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REIT Value Premium?

Posted in Real Estate, Value Premium

Are valuation metrics for Real Estate Investment Trusts (REIT) useful indicators of future returns? In his June 2012 paper entitled “Modern Portfolio Theory as Applied to REITs”, Jeffrey Kerrigan evaluates the value premium among REITs. At the end of each month, he reforms equally weighted portfolios of the fifths (quintiles) of REIT stocks with the highest and lowest book-to-market price ratios and calculates the returns of these portfolios over the next month. He estimates the REIT value premium based on the difference in performance between these two portfolios. Using monthly returns for 93 REITs as available during December 1995 through March 2012, he finds that:

  • Over the entire sample period, the compound annual gross return of the quintile portfolio with the highest (lowest) prior-month book-to-market ratio is 18.2% (1.9%), with standard deviation of annual returns 22.6% (24.2%). The compound annual gross value premium is 15.7%, with standard deviation of annual premiums 4.5%.
  • Constraining portfolios to less than 1% of market capitalization and less than 50% of average daily volume for each REIT indicates an exploitation capacity of about $250 million ($1 billion) for a long-short (long-only) strategy.

The following chart, taken from the paper, shows cumulative gross values over the sample period of $1 initial investments in: (1) an equally weighted portfolio of all REITs in the sample (Universe); (2) the quintile portfolio with the lowest prior-month book-to-market ratios (Q1);  (2) the quintile portfolio with the highest prior-month book-to-market ratios (Q5); and, (4) a hedge portfolio that is long Q5 and short Q1. Terminal values are $2.64, $1.36, $15.01 and $10.62, respectively. Hedge portfolio returns are the least volatile.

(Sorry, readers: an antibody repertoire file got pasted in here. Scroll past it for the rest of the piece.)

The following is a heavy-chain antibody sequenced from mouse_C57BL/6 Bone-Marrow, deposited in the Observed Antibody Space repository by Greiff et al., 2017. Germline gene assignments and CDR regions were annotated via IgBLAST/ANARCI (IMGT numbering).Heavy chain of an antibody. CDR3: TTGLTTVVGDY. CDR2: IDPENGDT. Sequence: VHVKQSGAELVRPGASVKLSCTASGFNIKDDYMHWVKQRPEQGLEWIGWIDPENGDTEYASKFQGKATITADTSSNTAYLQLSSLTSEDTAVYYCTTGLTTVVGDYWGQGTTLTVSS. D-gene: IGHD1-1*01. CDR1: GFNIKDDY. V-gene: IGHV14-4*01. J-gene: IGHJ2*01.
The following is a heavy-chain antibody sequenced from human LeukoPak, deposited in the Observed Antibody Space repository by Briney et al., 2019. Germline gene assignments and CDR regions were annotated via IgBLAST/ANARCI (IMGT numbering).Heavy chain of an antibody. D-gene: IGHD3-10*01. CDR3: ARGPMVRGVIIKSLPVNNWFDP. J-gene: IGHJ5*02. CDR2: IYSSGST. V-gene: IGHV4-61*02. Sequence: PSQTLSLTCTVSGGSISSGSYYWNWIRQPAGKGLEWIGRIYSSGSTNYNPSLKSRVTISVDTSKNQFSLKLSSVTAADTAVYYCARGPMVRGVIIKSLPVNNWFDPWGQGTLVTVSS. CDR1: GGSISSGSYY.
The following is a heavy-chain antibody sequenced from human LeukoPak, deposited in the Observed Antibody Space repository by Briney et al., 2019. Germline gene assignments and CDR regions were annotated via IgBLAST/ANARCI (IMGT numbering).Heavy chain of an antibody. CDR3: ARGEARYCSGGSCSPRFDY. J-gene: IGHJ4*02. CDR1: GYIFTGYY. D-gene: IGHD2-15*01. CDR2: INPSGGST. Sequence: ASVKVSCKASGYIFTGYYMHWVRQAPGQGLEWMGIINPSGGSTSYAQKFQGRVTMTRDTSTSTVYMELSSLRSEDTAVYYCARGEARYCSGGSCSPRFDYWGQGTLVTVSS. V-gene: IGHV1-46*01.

The 2008 financial crisis contributes substantially to the gross value premium.

In summary, evidence indicates that REITs with high book-to-market ratios tend to outperform those with low book-to-market ratios consistently at a gross level.

Cautions regarding findings include:

  • As noted in the paper, calculations ignore trading frictions and shorting costs (and shorting feasibility). Trading frictions are likely highest for small REITs.
  • In correspondence, the author clarified that:
    • Equity REIT and mortgage REIT quintile rankings are separate because of their different capital structures and hence book-to-market ratio ranges.
    • “Cheap” REITs tend to be small, limiting exploitability, and suggesting that the estimated gross value premium may be a liquidity premium.
  • There is not enough information in the paper to interpret the second table (which has errors) and associated chart.
  • Regarding the threshold of 50% of daily volume as a determinant of strategy capacity, it is arguable that adding such an incremental volume of buying or selling pressure during rebalancing would substantially impact stock price, materially elevating trading frictions and thereby reducing the net value premium.
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